In recent years neuroscience has given us some fascinating new insights that can be applied to chess; it has also confirmed a lot of classic conventional wisdom. The very useful and solid data that “effortful study” or “deliberate practice” is the best method of improving in a discipline, whether chess, music or athletics, would hardly have been a shock to weightlifters of the 1950s, Emmanuel Lasker or even the Greek Olympics coaches circa 396 B.C. All would have known that lifting weights, meeting opponents or playing pieces slightly more difficult than your comfort level is the way to steadily improve. As soon as something becomes easy, bump up the challenge one notch.
Even so, there are many aspects of practice well worth exploration, but that is another post. Some scientific findings are more counter intuitive and less familiar, like the details of “cognitive fluency“:
Cognitive fluency is simply a measure of how easy it is to think about something, and it turns out that people prefer things that are easy to think about to those that are hard. On the face of it, it’s a rather intuitive idea. But psychologists are only beginning to uncover the surprising extent to which fluency guides our thinking, and in situations where we have no idea it is at work.
Our sensitivity to – and affinity for – fluency is an adaptive shortcut. According to psychologists, it helps us apportion limited mental resources in a world where lots of things clamor for our attention and we have to quickly figure out which are worth thinking about.
During a game of chess we rely on this familiarity many times, in the opening with the moves we know and then with the “typical” middle game pawn structures and piece placements from those openings, and on into the ending with “rules” about active rooks, the opposition, etc. Of course, many of these short cuts are quite useful, saving us clock time and mental energy for when it’s needed more–the “critical moment(s) of the game” so beloved of Soviet annotators.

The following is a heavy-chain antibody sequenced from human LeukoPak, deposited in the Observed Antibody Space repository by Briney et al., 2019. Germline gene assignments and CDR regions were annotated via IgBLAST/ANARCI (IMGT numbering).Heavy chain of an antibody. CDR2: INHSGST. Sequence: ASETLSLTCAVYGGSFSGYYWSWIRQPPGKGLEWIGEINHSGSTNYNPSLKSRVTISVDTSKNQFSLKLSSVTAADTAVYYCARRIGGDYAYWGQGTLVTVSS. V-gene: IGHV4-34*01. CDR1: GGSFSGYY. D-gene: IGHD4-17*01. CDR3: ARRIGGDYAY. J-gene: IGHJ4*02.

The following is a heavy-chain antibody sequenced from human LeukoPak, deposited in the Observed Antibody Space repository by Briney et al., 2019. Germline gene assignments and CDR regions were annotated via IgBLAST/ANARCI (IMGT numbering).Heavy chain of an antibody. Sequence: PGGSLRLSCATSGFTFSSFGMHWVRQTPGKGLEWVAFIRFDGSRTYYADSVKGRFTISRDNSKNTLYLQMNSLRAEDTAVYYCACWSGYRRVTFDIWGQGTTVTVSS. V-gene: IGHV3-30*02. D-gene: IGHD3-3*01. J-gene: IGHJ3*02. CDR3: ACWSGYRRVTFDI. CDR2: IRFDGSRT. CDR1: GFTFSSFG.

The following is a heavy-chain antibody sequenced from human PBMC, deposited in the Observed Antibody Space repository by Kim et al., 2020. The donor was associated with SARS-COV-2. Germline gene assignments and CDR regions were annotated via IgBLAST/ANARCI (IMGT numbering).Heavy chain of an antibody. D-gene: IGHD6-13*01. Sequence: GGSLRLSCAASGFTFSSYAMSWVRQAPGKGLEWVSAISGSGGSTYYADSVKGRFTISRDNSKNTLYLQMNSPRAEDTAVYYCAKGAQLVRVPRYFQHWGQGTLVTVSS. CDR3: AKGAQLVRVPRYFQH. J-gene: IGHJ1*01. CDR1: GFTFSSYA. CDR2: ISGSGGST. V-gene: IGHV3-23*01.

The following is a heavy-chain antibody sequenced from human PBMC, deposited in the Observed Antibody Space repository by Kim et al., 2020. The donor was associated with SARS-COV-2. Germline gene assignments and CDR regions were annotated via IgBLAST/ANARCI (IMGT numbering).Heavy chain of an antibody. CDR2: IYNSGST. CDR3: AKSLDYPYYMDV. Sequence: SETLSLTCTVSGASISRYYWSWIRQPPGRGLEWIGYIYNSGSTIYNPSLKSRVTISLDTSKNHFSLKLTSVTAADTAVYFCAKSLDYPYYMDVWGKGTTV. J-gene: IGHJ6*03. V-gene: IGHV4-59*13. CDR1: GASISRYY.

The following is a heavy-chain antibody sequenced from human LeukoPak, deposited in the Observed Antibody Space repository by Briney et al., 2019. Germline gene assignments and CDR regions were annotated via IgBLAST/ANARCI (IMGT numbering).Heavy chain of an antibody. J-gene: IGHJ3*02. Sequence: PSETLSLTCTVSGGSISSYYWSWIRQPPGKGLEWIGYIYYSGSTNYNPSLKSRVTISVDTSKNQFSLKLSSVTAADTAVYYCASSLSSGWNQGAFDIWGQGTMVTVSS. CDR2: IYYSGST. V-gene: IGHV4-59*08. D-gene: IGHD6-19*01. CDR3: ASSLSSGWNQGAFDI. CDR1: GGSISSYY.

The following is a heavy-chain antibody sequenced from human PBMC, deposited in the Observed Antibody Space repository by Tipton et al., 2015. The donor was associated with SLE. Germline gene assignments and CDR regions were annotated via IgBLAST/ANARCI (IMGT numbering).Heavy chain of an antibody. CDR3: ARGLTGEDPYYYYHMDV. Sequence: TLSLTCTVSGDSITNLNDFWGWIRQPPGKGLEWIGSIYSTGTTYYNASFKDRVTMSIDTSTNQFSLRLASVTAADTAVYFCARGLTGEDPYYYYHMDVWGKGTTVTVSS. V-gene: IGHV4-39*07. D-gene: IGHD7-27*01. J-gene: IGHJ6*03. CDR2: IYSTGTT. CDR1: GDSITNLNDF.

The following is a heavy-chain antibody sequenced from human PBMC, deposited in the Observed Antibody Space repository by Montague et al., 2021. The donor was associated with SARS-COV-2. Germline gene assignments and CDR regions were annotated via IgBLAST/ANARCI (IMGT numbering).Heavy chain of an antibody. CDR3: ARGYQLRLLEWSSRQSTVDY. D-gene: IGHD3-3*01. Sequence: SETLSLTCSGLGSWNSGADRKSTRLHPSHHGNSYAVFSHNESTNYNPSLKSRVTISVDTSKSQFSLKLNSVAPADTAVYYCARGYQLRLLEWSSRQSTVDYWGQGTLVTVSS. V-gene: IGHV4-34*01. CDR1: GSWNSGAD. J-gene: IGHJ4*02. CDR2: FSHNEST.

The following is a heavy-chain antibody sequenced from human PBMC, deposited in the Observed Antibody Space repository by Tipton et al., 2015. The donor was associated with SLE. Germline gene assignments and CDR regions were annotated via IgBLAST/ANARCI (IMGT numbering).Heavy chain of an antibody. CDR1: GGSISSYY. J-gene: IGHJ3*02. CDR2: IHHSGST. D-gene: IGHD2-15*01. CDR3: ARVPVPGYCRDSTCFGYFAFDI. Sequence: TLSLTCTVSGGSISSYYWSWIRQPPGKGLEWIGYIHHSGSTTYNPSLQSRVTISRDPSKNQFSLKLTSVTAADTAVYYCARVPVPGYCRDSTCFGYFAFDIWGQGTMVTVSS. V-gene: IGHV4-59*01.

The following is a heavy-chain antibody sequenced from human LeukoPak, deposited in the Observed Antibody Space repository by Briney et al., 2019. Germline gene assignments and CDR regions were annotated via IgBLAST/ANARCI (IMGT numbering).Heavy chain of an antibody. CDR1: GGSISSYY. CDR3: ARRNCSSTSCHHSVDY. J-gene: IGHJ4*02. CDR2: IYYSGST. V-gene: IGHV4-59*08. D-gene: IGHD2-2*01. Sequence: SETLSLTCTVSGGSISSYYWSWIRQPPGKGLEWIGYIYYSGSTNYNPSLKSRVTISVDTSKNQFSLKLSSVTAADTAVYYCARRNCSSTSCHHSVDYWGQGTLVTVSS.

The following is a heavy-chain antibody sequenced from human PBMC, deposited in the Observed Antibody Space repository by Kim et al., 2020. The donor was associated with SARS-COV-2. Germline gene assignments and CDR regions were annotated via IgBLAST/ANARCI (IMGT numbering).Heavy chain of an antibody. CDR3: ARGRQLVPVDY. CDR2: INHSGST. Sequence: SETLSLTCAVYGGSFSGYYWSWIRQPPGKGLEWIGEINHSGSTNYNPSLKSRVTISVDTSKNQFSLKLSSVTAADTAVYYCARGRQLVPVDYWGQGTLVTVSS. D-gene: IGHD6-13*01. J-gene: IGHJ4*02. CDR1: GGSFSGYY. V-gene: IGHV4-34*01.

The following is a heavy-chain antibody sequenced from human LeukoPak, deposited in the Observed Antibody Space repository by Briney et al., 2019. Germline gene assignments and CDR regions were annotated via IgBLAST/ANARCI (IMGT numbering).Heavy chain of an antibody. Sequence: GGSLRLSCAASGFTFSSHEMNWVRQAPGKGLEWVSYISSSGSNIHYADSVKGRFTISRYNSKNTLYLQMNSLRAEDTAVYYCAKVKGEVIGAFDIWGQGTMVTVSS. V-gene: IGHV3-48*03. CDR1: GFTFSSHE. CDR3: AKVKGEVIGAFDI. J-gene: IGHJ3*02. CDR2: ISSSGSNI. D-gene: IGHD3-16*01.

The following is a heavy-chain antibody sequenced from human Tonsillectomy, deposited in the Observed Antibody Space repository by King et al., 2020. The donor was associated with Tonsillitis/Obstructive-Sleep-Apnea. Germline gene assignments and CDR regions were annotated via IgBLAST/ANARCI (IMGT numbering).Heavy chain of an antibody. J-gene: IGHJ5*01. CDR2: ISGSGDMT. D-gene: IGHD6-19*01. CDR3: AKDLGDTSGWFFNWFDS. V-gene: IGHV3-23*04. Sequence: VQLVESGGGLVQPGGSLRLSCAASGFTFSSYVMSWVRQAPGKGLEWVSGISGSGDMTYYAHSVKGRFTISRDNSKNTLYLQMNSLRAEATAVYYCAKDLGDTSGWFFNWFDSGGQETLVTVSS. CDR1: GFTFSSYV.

However, it seems that this cognitive fluency can easily be taken too far. We mostly want to play the openings that we know in serious games, and indeed many of us in our heart of hearts would probably prefer a “small” advantage in a familiar position to a slightly “larger” one in a “messy” position (whether there actually exist “smaller” or “larger” advantages is also a topic for the future).
But this comfort must be broken occasionally for us to grow and improve. As Nigel wrote in a previous post, “Growth implies change and change is scary, so there can even be a tendency for people to cover up their insecurities with a certain chess machismo.” Or, in turn, a desire for safe, solid positions all the time.
Breaking out of this mindset requires a conscious effort, and I have found some techniques that can help. While changing openings in the middle of the club championship or big-money Swiss might be a little too much growth, for casual or online games play openings you don’t know–indeed the more offbeat the better. If you’re an “e4 player” play 1. d4, or better yet 1. g3 or a3 or e3. With unfamiliar positions from the start you will get more creative and unconventional in the middle game. Doing it repeatedly will carry over to serious games.
You can also be more creative with computer annotations. Just letting a program annotate your games can produce a certain laziness and very little improvement, but by going over the game on a board and trying your hardest to find the mistakes and then having a computer check you can get the benefits of “deliberate practice.” It’s nice that the program will point out tactical errors, but much more important for our purpose is that it will find moves you never even considered because they were out of your comfort zone of positional understanding or material balance. Mikhail Tal was a great and beloved player because he found more of these moves than almost anyone else of his time; now the youngest Grandmasters have trained with and used computers all their livers and find these moves and plans more easily, but all of us can change our mindsets and boldly become Strangers in a Strange Land, breaking out of ruts and, whether winning or losing, becoming larger and more creative as players.
Greats of the past didn’t need computers to find the strange, unexpected yet powerful move. Here is a favorite game of mine, where Alekhine defeats another immensely strong player, Euwe, after the very “uncomfortable” 9. g4!